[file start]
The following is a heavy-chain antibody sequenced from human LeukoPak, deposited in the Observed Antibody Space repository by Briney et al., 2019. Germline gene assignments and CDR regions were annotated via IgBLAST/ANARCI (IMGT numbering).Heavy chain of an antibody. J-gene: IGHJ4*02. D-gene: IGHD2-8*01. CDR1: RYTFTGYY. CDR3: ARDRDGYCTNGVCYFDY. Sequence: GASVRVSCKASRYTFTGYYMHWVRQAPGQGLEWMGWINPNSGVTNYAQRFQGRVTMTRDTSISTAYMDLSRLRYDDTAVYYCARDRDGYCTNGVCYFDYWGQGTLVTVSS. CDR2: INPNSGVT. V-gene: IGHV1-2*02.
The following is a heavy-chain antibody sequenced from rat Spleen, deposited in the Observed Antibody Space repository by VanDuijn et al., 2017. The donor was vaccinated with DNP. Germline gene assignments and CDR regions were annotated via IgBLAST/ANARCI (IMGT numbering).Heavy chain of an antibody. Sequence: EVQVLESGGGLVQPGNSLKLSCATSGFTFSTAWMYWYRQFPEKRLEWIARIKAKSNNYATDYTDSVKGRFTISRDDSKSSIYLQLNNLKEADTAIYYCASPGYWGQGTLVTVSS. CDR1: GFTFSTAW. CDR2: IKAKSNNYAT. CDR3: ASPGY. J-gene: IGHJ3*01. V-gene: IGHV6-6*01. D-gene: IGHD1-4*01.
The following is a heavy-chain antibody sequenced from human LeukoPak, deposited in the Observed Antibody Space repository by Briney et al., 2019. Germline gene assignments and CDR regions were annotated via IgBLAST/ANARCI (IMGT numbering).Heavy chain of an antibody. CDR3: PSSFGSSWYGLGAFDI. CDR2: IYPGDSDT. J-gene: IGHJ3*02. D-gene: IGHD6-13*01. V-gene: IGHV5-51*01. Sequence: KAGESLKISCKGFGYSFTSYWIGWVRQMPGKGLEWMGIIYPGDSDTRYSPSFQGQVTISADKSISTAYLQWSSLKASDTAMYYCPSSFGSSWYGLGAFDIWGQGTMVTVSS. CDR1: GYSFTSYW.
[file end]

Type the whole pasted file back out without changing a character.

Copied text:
The following is a heavy-chain antibody sequenced from human LeukoPak, deposited in the Observed Antibody Space repository by Briney et al., 2019. Germline gene assignments and CDR regions were annotated via IgBLAST/ANARCI (IMGT numbering).Heavy chain of an antibody. J-gene: IGHJ4*02. D-gene: IGHD2-8*01. CDR1: RYTFTGYY. CDR3: ARDRDGYCTNGVCYFDY. Sequence: GASVRVSCKASRYTFTGYYMHWVRQAPGQGLEWMGWINPNSGVTNYAQRFQGRVTMTRDTSISTAYMDLSRLRYDDTAVYYCARDRDGYCTNGVCYFDYWGQGTLVTVSS. CDR2: INPNSGVT. V-gene: IGHV1-2*02.
The following is a heavy-chain antibody sequenced from rat Spleen, deposited in the Observed Antibody Space repository by VanDuijn et al., 2017. The donor was vaccinated with DNP. Germline gene assignments and CDR regions were annotated via IgBLAST/ANARCI (IMGT numbering).Heavy chain of an antibody. Sequence: EVQVLESGGGLVQPGNSLKLSCATSGFTFSTAWMYWYRQFPEKRLEWIARIKAKSNNYATDYTDSVKGRFTISRDDSKSSIYLQLNNLKEADTAIYYCASPGYWGQGTLVTVSS. CDR1: GFTFSTAW. CDR2: IKAKSNNYAT. CDR3: ASPGY. J-gene: IGHJ3*01. V-gene: IGHV6-6*01. D-gene: IGHD1-4*01.
The following is a heavy-chain antibody sequenced from human LeukoPak, deposited in the Observed Antibody Space repository by Briney et al., 2019. Germline gene assignments and CDR regions were annotated via IgBLAST/ANARCI (IMGT numbering).Heavy chain of an antibody. CDR3: PSSFGSSWYGLGAFDI. CDR2: IYPGDSDT. J-gene: IGHJ3*02. D-gene: IGHD6-13*01. V-gene: IGHV5-51*01. Sequence: KAGESLKISCKGFGYSFTSYWIGWVRQMPGKGLEWMGIIYPGDSDTRYSPSFQGQVTISADKSISTAYLQWSSLKASDTAMYYCPSSFGSSWYGLGAFDIWGQGTMVTVSS. CDR1: GYSFTSYW.